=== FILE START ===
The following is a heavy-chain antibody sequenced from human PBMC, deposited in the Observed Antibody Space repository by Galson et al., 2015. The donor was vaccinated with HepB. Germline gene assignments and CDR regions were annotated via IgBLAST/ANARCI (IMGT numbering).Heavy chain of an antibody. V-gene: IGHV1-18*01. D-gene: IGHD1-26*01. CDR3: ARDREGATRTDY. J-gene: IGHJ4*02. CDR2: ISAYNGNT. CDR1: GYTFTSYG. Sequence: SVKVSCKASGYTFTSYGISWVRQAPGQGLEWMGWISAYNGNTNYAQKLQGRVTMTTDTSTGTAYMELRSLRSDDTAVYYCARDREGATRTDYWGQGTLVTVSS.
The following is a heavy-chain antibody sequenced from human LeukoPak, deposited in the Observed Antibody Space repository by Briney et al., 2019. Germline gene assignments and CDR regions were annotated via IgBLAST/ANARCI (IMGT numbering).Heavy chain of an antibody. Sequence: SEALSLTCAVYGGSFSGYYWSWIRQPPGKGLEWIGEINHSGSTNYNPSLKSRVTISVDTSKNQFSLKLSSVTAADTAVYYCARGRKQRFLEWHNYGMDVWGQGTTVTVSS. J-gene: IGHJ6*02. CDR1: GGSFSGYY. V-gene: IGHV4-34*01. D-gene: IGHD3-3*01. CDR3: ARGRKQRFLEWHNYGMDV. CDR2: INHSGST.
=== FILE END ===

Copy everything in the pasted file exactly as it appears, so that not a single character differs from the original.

The following is a heavy-chain antibody sequenced from human PBMC, deposited in the Observed Antibody Space repository by Galson et al., 2015. The donor was vaccinated with HepB. Germline gene assignments and CDR regions were annotated via IgBLAST/ANARCI (IMGT numbering).Heavy chain of an antibody. V-gene: IGHV1-18*01. D-gene: IGHD1-26*01. CDR3: ARDREGATRTDY. J-gene: IGHJ4*02. CDR2: ISAYNGNT. CDR1: GYTFTSYG. Sequence: SVKVSCKASGYTFTSYGISWVRQAPGQGLEWMGWISAYNGNTNYAQKLQGRVTMTTDTSTGTAYMELRSLRSDDTAVYYCARDREGATRTDYWGQGTLVTVSS.
The following is a heavy-chain antibody sequenced from human LeukoPak, deposited in the Observed Antibody Space repository by Briney et al., 2019. Germline gene assignments and CDR regions were annotated via IgBLAST/ANARCI (IMGT numbering).Heavy chain of an antibody. Sequence: SEALSLTCAVYGGSFSGYYWSWIRQPPGKGLEWIGEINHSGSTNYNPSLKSRVTISVDTSKNQFSLKLSSVTAADTAVYYCARGRKQRFLEWHNYGMDVWGQGTTVTVSS. J-gene: IGHJ6*02. CDR1: GGSFSGYY. V-gene: IGHV4-34*01. D-gene: IGHD3-3*01. CDR3: ARGRKQRFLEWHNYGMDV. CDR2: INHSGST.